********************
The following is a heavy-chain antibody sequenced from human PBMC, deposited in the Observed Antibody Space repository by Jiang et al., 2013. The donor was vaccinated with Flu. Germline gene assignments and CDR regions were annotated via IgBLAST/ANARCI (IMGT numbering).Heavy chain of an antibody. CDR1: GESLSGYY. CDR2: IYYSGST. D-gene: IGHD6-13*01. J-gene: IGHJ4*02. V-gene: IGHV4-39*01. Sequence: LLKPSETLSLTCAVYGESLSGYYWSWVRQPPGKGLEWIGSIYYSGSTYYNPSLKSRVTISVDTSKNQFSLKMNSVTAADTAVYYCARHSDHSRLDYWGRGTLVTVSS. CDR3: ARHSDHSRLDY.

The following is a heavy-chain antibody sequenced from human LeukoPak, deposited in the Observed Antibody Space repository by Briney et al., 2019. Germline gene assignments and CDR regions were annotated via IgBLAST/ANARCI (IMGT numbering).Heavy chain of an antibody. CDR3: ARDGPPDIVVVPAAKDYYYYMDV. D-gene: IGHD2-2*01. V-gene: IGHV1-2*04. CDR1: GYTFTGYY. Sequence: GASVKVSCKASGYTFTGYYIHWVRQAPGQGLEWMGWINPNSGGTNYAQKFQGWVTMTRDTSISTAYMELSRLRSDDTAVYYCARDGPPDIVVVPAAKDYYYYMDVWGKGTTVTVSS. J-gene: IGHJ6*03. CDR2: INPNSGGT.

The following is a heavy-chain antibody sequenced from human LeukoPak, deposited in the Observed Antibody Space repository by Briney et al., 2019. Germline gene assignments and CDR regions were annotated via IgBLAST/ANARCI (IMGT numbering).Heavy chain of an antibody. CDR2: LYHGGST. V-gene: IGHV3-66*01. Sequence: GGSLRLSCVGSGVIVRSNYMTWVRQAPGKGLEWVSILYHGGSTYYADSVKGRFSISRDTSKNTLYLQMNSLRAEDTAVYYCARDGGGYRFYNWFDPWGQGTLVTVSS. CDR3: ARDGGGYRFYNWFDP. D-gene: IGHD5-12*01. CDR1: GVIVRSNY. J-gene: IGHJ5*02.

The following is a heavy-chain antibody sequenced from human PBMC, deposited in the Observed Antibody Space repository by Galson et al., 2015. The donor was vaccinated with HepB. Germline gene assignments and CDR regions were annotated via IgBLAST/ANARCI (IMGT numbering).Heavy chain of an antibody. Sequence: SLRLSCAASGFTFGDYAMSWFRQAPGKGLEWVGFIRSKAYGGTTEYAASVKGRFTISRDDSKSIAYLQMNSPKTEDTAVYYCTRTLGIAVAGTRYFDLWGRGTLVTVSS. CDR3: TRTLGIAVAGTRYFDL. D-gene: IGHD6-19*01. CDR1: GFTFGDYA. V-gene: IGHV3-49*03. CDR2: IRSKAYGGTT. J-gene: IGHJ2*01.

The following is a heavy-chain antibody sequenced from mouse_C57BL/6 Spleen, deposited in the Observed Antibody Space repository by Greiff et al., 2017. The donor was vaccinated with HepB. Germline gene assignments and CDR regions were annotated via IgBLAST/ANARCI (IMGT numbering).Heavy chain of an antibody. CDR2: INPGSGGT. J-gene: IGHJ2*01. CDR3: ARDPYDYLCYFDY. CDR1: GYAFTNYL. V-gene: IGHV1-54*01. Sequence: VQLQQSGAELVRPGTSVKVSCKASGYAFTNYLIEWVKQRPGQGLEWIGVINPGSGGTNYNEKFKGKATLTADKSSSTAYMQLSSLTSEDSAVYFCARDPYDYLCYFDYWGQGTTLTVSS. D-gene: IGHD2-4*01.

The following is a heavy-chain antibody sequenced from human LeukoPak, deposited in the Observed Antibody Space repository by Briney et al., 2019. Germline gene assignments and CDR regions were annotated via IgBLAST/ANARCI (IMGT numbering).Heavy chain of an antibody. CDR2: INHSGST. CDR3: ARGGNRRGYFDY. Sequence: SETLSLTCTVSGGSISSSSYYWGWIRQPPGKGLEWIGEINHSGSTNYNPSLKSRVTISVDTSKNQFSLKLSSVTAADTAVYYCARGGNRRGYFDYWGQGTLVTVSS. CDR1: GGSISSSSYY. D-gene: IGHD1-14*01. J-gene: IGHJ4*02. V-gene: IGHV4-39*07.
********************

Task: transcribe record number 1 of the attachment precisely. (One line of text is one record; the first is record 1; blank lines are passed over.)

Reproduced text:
The following is a heavy-chain antibody sequenced from human PBMC, deposited in the Observed Antibody Space repository by Jiang et al., 2013. The donor was vaccinated with Flu. Germline gene assignments and CDR regions were annotated via IgBLAST/ANARCI (IMGT numbering).Heavy chain of an antibody. CDR1: GESLSGYY. CDR2: IYYSGST. D-gene: IGHD6-13*01. J-gene: IGHJ4*02. V-gene: IGHV4-39*01. Sequence: LLKPSETLSLTCAVYGESLSGYYWSWVRQPPGKGLEWIGSIYYSGSTYYNPSLKSRVTISVDTSKNQFSLKMNSVTAADTAVYYCARHSDHSRLDYWGRGTLVTVSS. CDR3: ARHSDHSRLDY.